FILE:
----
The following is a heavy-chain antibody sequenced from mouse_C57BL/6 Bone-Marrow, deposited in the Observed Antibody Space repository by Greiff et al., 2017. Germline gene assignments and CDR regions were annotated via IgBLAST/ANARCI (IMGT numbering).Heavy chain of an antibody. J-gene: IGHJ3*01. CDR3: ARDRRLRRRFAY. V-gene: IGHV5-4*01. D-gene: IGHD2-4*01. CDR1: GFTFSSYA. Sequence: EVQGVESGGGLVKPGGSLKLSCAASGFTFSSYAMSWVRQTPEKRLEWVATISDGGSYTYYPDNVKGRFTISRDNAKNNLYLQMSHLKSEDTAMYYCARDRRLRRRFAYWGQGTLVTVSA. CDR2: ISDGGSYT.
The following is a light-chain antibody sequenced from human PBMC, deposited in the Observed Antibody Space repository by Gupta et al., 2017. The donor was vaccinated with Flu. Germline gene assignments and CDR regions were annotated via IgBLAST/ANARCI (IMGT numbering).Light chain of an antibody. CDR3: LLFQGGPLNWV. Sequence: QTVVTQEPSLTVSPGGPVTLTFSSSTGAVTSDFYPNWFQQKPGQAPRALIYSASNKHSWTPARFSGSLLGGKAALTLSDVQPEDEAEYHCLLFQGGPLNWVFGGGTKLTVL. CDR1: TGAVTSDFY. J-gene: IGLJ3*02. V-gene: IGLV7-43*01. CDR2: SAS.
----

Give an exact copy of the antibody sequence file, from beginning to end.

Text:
The following is a heavy-chain antibody sequenced from mouse_C57BL/6 Bone-Marrow, deposited in the Observed Antibody Space repository by Greiff et al., 2017. Germline gene assignments and CDR regions were annotated via IgBLAST/ANARCI (IMGT numbering).Heavy chain of an antibody. J-gene: IGHJ3*01. CDR3: ARDRRLRRRFAY. V-gene: IGHV5-4*01. D-gene: IGHD2-4*01. CDR1: GFTFSSYA. Sequence: EVQGVESGGGLVKPGGSLKLSCAASGFTFSSYAMSWVRQTPEKRLEWVATISDGGSYTYYPDNVKGRFTISRDNAKNNLYLQMSHLKSEDTAMYYCARDRRLRRRFAYWGQGTLVTVSA. CDR2: ISDGGSYT.
The following is a light-chain antibody sequenced from human PBMC, deposited in the Observed Antibody Space repository by Gupta et al., 2017. The donor was vaccinated with Flu. Germline gene assignments and CDR regions were annotated via IgBLAST/ANARCI (IMGT numbering).Light chain of an antibody. CDR3: LLFQGGPLNWV. Sequence: QTVVTQEPSLTVSPGGPVTLTFSSSTGAVTSDFYPNWFQQKPGQAPRALIYSASNKHSWTPARFSGSLLGGKAALTLSDVQPEDEAEYHCLLFQGGPLNWVFGGGTKLTVL. CDR1: TGAVTSDFY. J-gene: IGLJ3*02. V-gene: IGLV7-43*01. CDR2: SAS.